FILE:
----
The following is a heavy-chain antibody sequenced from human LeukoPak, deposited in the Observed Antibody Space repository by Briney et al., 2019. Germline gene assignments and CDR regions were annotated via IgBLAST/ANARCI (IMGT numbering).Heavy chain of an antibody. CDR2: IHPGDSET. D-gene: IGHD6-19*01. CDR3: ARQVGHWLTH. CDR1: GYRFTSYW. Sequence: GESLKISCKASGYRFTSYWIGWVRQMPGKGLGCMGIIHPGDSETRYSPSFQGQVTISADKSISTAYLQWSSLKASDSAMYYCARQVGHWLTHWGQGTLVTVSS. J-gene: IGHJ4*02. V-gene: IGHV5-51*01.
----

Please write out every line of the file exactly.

The following is a heavy-chain antibody sequenced from human LeukoPak, deposited in the Observed Antibody Space repository by Briney et al., 2019. Germline gene assignments and CDR regions were annotated via IgBLAST/ANARCI (IMGT numbering).Heavy chain of an antibody. CDR2: IHPGDSET. D-gene: IGHD6-19*01. CDR3: ARQVGHWLTH. CDR1: GYRFTSYW. Sequence: GESLKISCKASGYRFTSYWIGWVRQMPGKGLGCMGIIHPGDSETRYSPSFQGQVTISADKSISTAYLQWSSLKASDSAMYYCARQVGHWLTHWGQGTLVTVSS. J-gene: IGHJ4*02. V-gene: IGHV5-51*01.